Here’s a provocative question: Is this a good time to invest in stocks?
It’s a good question, too. After all, the stock market this year has been shooting up and down like a roller coaster. It’s been volatile. Unpredictable. Wild. We can understand if you might feel reluctant before wading in.
So we asked a certified financial planner for advice. Robin Hartill, a CFP who’s also an editor and financial advice columnist for The Penny Hoarder, weighed in.
Her advice: Take the long view. The stock market will grow your money over time, so you might as well get started sooner rather than later.
“The timing of your investment matters much less than how much time you have to invest,” Hartill says. “The S&P 500 has delivered inflation-adjusted returns of about 7% per year on average for the past 50 years. The cost of waiting for the perfect time to invest is high. You’re missing out on long-term growth.”
Again, you have to take the long view here. That’s what investing is all about.
“If you were hoping to make a quick buck off the stock market, now may not be a great time,” she says. “We’re still in a recession, but the stock market has recovered. But true investing isn’t about making a quick buck. It’s about growing your money over time.”
How to Start Investing — and a CFP’s Recommended Strategy
Not sure how to get started? You could start small.
Investing doesn’t require you to start throwing thousands of dollars at full shares of stocks. In fact, with an app called Stash, you can get started with as little as $1.*
Stash lets you choose from hundreds of stocks and funds to build your own investment portfolio. It makes it simple by breaking them down into categories based on your personal goals.
Plus, you’re investing in fractions of shares, which means you can invest in stocks you wouldn’t normally be able to afford.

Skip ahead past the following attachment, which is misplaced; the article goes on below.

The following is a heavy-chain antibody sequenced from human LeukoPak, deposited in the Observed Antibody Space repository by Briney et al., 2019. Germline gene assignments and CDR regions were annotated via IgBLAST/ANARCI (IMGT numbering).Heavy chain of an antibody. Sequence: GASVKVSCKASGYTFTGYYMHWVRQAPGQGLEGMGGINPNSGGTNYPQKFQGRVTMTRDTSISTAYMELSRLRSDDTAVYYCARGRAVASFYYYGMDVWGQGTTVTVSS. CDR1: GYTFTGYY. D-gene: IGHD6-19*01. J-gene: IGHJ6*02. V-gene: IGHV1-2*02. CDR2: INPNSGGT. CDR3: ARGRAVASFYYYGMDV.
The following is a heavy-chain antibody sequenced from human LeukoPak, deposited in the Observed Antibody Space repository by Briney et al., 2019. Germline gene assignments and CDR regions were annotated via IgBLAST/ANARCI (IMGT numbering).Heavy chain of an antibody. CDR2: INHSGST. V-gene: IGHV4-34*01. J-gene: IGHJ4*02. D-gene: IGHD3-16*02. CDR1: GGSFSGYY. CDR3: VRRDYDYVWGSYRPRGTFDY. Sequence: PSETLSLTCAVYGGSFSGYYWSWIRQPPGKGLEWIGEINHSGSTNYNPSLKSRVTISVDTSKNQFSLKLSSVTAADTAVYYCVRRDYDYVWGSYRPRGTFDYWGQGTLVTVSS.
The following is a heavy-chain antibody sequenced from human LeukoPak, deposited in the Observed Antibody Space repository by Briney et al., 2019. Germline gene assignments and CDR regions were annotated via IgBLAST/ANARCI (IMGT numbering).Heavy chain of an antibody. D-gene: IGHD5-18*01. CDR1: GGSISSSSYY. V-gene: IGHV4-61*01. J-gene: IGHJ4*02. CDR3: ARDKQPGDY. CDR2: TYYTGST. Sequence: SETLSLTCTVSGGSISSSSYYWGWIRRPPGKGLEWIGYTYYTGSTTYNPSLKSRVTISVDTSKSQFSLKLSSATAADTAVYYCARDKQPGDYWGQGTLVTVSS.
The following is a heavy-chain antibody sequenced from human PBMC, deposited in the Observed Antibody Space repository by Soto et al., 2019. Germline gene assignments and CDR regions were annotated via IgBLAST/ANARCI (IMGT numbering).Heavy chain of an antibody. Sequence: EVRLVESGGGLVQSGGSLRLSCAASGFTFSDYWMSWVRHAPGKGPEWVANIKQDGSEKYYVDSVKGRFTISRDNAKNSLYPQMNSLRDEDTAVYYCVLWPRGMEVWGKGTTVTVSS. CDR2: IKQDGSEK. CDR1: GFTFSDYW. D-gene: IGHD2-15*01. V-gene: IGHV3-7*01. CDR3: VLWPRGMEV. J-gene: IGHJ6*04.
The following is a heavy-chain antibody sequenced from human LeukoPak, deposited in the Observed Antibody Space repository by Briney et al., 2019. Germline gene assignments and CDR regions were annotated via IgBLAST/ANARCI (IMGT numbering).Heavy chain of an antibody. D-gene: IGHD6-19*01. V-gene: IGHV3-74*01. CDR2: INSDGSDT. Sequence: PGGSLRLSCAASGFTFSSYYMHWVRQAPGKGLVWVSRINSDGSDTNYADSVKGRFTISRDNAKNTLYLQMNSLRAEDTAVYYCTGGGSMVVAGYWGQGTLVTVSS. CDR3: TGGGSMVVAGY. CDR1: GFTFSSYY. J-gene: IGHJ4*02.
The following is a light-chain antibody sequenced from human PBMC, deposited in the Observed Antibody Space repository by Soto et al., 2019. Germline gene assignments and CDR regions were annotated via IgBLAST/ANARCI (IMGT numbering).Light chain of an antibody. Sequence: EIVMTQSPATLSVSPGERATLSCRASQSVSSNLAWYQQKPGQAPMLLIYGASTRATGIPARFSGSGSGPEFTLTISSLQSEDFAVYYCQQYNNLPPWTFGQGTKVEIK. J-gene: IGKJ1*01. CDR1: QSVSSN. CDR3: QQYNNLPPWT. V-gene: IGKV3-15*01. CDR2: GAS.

For instance, Amazon stock has been doing pretty well, but a single share of Amazon stock costs more than $3,000. With Stash, it’s easy to buy a piece of Amazon if you can’t afford a whole share.
Hartill recommends budgeting a certain amount of money to invest each month, no matter what.
“Rather than trying to time investments based on what the market is doing, the best way for most investors to build wealth is to practice dollar-cost averaging,” Hartill says. “Budget a certain amount each month to put in stocks and automatically invest it, regardless of whether the market is up or down.
“Some people may not like this approach because they’re hoping to pinpoint the exact moment the market has bottomed out, but it rarely works out that way. Instead, people miss out on the best days of the market that often follow a crash and often wind up overpaying for stocks. Consistency is a much better strategy than market timing.”
If you sign up for Stash now (it takes two minutes), Stash will give you $5 after you add $5 to your investment account. Subscription plans start at $1 a month.**
*For Securities priced over $1,000, purchase of fractional shares starts at $0.05.
**You’ll also bear the standard fees and expenses reflected in the pricing of the ETFs in your account, plus fees for various ancillary services charged by Stash and the custodian.